These organizations often are the best-qualified applicants for federal contracts or subcontracts. It would be counterproductive to bar them from offering their services to the federal government simply because of their legally protected religious convictions; it would be wrong to require them to violate those legally protected convictions in order to be eligible to receive federal contracts. Their exclusion from federal contracting would be diametrically opposed to the Administration's commitment to having "all hands on deck" in the fight against poverty and other dire social problems.
Specifically, we request that any LGBT executive order respect religious freedom by providing the following concrete protections for faith-based service organizations:
1. Exemption language for religious organizations similar to that recently adopted by the Senate. This is necessary so that the executive order does not have the effect of excluding faith-based organizations that exercise their constitutional and Title VII right to have religiously grounded employee belief and conduct requirements. In passing the Employment Non-Discrimination Act (S. 815), the Senate respected religious freedom and accommodated many religious organizations by exempting them from the proposed nondiscrimination requirements as follows (as adapted to reference the Executive Order):
This Executive Order shall not apply to a corporation, association, educational institution or institution of learning, or society that is exempt from the religious discrimination provisions of title VII of the Civil Rights Act of 1964 (42 U.S.C. 2000e et seq.) pursuant to section 702(a) or 703(e)(2) of such Act (42 U.S.C. 2000e–1(a), 2000e–2(e)(2)).5
2. A non-retaliation clause. A religious exemption will only be meaningful if organizations that claim it are not punished for asserting their rights. Therefore please include a non-retaliation provision, similar to that passed by the Senate in S.815:
A religious organization's exemption hereunder shall not result in any action by a federal agency, to penalize or withhold licenses, permits, certifications, accreditation, grants, guarantees, tax-exempt status, or any other benefits or exemptions from that organization, or to prohibit that organization's participation in programs or activities sponsored by that federal agency.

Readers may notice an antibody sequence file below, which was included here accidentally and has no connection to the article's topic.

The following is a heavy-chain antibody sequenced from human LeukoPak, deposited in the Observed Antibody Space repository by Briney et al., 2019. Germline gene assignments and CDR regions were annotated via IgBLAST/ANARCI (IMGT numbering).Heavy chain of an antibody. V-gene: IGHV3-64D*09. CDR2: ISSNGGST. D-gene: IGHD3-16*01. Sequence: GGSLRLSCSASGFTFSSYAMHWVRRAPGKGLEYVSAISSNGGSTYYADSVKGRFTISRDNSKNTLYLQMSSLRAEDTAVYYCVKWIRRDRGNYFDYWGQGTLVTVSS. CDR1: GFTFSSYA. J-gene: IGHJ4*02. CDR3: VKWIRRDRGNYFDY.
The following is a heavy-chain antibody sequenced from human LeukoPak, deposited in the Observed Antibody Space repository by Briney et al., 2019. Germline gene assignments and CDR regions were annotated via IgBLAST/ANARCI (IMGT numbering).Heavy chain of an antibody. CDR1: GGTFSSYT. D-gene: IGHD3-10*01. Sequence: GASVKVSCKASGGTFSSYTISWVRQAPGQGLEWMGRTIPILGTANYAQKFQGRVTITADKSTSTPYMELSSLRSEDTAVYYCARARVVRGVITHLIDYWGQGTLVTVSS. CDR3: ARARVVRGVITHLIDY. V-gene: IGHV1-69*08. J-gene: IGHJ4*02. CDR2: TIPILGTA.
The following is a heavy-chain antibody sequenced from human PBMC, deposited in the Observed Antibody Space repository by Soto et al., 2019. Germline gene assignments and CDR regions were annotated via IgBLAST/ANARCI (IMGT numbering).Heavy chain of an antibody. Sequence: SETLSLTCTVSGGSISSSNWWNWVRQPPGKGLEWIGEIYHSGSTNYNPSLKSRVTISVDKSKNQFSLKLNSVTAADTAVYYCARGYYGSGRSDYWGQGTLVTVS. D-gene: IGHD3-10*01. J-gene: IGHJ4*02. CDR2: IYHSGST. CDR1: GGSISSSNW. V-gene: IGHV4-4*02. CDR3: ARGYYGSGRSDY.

3. Purposes language. Please include in the executive order the purposes language adopted in ENDA by the Senate. The Senate clarified that its purpose in adopting ENDA was not only to eradicate wrongful employment discrimination but also:
"to reinforce the Nation's commitment to fairness and equal opportunity in the workplace consistent with the fundamental right of religious freedom."3
4. Construction language. Because the manner in which courts are to balance these rights is contested, we request the following language to underscore this Administration's intent to protect religious freedom in the context of any LGBT executive order:
Nothing in this Executive Order shall be evidence of or construed to establish a compelling government interest with respect to a claim under the First Amendment of the Constitution of the United States or under the Religious Freedom Restoration Act of 1993 (42 U.S.C. §2000bb et seq.).
Mr. President, you have spoken eloquently of your commitment to protecting religious liberty, our nation's first freedom. As you seek to promote the rights of LGBT persons, please also protect the rights of faith-based organizations that simply desire to utilize staffing practices consistent with their deep religious convictions as they partner with the federal government via contracting or subcontracting.
Thank you for considering our concerns and recommendations. We stand ready to discuss these suggestions with the appropriate member of your Administration.
To view the list of signatories, please download the PDF.
1 Corporation of Presiding Bishop v. Amos, 483 U.S. 327 (1987).
2 Hosanna-Tabor Evangelical Lutheran Church and School v. EEOC, 132 S. Ct. 694 (2012).
3 Id. at 710.
4 The amendment was made in a section of Executive Order 13279, Equal Protection of the Laws for Faith-Based and Community Organizations (Dec. 12, 2002).
5 The Employment Non-Discrimination Act of 2013 (S. 815), Sec. 6(a).
6 Id., Sec. 2(4).